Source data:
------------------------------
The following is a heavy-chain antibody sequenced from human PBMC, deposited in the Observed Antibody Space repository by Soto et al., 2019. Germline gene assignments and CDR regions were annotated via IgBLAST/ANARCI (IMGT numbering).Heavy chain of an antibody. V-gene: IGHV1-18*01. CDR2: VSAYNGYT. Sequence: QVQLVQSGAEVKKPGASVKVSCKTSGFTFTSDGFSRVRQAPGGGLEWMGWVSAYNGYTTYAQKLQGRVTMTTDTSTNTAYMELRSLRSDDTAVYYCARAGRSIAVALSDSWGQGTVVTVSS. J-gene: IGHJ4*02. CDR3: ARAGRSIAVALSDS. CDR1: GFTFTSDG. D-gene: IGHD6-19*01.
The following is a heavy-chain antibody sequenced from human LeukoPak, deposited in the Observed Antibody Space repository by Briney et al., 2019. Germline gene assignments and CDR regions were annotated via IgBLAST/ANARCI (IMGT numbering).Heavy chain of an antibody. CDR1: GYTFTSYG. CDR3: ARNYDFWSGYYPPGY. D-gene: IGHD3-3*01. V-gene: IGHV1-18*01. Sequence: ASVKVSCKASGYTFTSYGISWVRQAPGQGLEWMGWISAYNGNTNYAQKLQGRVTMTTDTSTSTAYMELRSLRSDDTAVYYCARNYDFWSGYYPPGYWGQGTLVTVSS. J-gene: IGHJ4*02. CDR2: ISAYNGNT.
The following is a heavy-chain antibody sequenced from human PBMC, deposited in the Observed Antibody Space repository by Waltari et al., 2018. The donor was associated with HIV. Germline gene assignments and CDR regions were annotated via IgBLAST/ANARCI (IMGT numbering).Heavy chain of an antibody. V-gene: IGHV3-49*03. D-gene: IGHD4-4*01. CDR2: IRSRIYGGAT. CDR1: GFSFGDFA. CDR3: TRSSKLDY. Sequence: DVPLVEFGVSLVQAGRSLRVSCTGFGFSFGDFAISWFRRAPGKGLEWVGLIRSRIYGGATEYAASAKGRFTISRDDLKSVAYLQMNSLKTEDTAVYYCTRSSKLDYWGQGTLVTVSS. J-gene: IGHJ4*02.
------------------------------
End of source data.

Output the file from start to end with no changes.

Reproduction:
The following is a heavy-chain antibody sequenced from human PBMC, deposited in the Observed Antibody Space repository by Soto et al., 2019. Germline gene assignments and CDR regions were annotated via IgBLAST/ANARCI (IMGT numbering).Heavy chain of an antibody. V-gene: IGHV1-18*01. CDR2: VSAYNGYT. Sequence: QVQLVQSGAEVKKPGASVKVSCKTSGFTFTSDGFSRVRQAPGGGLEWMGWVSAYNGYTTYAQKLQGRVTMTTDTSTNTAYMELRSLRSDDTAVYYCARAGRSIAVALSDSWGQGTVVTVSS. J-gene: IGHJ4*02. CDR3: ARAGRSIAVALSDS. CDR1: GFTFTSDG. D-gene: IGHD6-19*01.
The following is a heavy-chain antibody sequenced from human LeukoPak, deposited in the Observed Antibody Space repository by Briney et al., 2019. Germline gene assignments and CDR regions were annotated via IgBLAST/ANARCI (IMGT numbering).Heavy chain of an antibody. CDR1: GYTFTSYG. CDR3: ARNYDFWSGYYPPGY. D-gene: IGHD3-3*01. V-gene: IGHV1-18*01. Sequence: ASVKVSCKASGYTFTSYGISWVRQAPGQGLEWMGWISAYNGNTNYAQKLQGRVTMTTDTSTSTAYMELRSLRSDDTAVYYCARNYDFWSGYYPPGYWGQGTLVTVSS. J-gene: IGHJ4*02. CDR2: ISAYNGNT.
The following is a heavy-chain antibody sequenced from human PBMC, deposited in the Observed Antibody Space repository by Waltari et al., 2018. The donor was associated with HIV. Germline gene assignments and CDR regions were annotated via IgBLAST/ANARCI (IMGT numbering).Heavy chain of an antibody. V-gene: IGHV3-49*03. D-gene: IGHD4-4*01. CDR2: IRSRIYGGAT. CDR1: GFSFGDFA. CDR3: TRSSKLDY. Sequence: DVPLVEFGVSLVQAGRSLRVSCTGFGFSFGDFAISWFRRAPGKGLEWVGLIRSRIYGGATEYAASAKGRFTISRDDLKSVAYLQMNSLKTEDTAVYYCTRSSKLDYWGQGTLVTVSS. J-gene: IGHJ4*02.